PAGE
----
July 15, 2020; New Yorker
Sometimes, the simplest government benefits work best. Part of the attraction of universal basic income (UBI) is that it provides cash, which allows recipients to use the benefit as they choose, with no justification required for how they spend the money. This may sound unusual for a government social program (except, of course, Social Security); on the other hand, this is standard practice for the government tax breaks (tax expenditures) that routinely benefit the wealthy, such as the mortgage interest tax deduction or the reduced tax rate that capital gains earners receive.
As NPQ has covered, the city of Stockton, California, has been a leader in piloting a UBI program since February 2019. Stockton’s program is called the Stockton Economic Empowerment Demonstration project, or SEED. Backed by Facebook cofounder and philanthropist Chris Hughes, SEED has offered 125 residents who live in census tracts at or below the city’s median household income of $46,033 checks of $500 a month for 18 months. July 2020 was supposed to be the 18th and last month. However, due to COVID-19, the benefits for program participants have been extended six months through January 2021.
The extension means that evaluation of program results will also take six months longer to arrive. However, preliminary reports of outcomes are positive, according to Linnea Feldman Emison of the New Yorker.
Two professors of social work, Amy Castro Baker of the University of Pennsylvania and Stacia Martin-West of the University of Tennessee, helped design the pilot and will evaluate the results. As Emison explains, “Each month, participants receive payments on a debit card, which the researchers are able to track. No restrictions are placed on what the money can be used for; if participants don’t want their expenses tracked or prefer to use cash, they can transfer the money off the card.” The evaluation also includes a control group of people who are not getting the $500 payments.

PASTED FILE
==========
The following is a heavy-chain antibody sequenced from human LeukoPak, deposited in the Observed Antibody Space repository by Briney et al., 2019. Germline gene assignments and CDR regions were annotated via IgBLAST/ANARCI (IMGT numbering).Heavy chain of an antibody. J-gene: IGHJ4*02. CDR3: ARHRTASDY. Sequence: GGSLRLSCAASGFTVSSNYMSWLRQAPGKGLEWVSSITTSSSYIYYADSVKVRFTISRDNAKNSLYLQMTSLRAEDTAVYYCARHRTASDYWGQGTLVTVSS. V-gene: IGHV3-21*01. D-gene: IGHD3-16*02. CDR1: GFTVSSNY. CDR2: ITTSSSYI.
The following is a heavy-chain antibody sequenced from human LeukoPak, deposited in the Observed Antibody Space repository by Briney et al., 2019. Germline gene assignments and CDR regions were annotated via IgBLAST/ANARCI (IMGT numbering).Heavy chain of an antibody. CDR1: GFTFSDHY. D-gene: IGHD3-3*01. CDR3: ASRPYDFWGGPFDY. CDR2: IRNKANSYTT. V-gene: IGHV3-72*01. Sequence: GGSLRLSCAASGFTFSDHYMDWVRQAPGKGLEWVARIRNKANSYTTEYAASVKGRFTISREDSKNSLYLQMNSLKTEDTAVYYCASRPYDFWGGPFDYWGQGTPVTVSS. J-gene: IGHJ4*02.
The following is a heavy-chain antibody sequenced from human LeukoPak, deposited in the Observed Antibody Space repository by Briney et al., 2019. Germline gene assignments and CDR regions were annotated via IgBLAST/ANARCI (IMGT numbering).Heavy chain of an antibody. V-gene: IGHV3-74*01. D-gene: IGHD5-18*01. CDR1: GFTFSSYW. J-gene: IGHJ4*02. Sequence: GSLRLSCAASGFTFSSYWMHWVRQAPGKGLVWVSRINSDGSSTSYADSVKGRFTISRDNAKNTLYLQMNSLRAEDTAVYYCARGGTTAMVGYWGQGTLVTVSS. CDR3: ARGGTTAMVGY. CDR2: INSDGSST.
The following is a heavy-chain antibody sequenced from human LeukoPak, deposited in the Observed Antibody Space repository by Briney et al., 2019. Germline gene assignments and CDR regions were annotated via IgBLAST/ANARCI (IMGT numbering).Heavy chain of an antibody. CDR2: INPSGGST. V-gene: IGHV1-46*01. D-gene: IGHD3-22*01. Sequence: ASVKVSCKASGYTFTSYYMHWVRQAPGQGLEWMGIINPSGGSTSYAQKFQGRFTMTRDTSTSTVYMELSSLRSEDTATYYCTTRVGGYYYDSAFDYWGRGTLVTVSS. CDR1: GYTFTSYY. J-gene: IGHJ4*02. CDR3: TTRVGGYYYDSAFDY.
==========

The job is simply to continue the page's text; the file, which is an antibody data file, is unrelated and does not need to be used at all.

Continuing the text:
Emison reports that to date the cash has gone “toward rent, car payments, and paying off debt, as well as one-off expenses for themselves or their children: dental surgery, a prom dress, football camp, and shoes.” She adds that UBI recipients have “also been able to cut back on working second and third jobs.”
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Jennifer Burns, a history professor at Stanford University, notes, as has NPQ before, that the CARES Act payments of $1,200 to all taxpayers earning $75,000 or less marked a significant shift in public thinking about cash transfers. While the recent push for UBI has often come from Silicon Valley entrepreneurs who see cash grants as a “quick fix” for job losses due to automation, Burns points out that the current crisis has shifted the focus away from hypothetical disasters toward inequities that already exist.
Stockton’s experiment, even if not complete, has already attracted imitators. The goal of SEED, notes Emison, “was always to promote the adoption of basic-income programs on a state or federal level, rather than to lay the groundwork for a long-term program in Stockton.”
Now, cities from across the country are exploring the idea. Cities Emison names include Portland (Oregon), Chicago, Nashville, and New Orleans. This is in addition to the 15 cities (including Los Angeles, the nation’s second-most populous city), which, as NPQ reported, have joined with Stockton to form Mayors for a Guaranteed Income. The momentum behind that effort is notable—at the start of July, Mayors for a Guaranteed Income had 11 mayors who had signed on; now, it has 16 and surely climbing. Just last week, Jack Dorsey of Twitter pledged a modest $3 million in support of the effort.
What would it take to provide a guaranteed income to all Americans?
Emison reports that according to Hilary Hoynes, an economist at the University of California, Berkeley, the annual cost of a truly universal federal-basic-income program in the US would be around $3 trillion, a sizable sum. Hoynes says that a payment with a cut off (like the CARES stimulus payments) would be one way to reduce that price tag.
Hoynes notes that while providing a universal basic income to all is not cheap, the benefits are significant. Using health insurance as an example, Hoynes observes, “More and more of the assistance that’s provided in America is conditional, and, as is very evident right now, programs that are conditioned on work aren’t helpful where work isn’t plentiful.”—Steve Dubb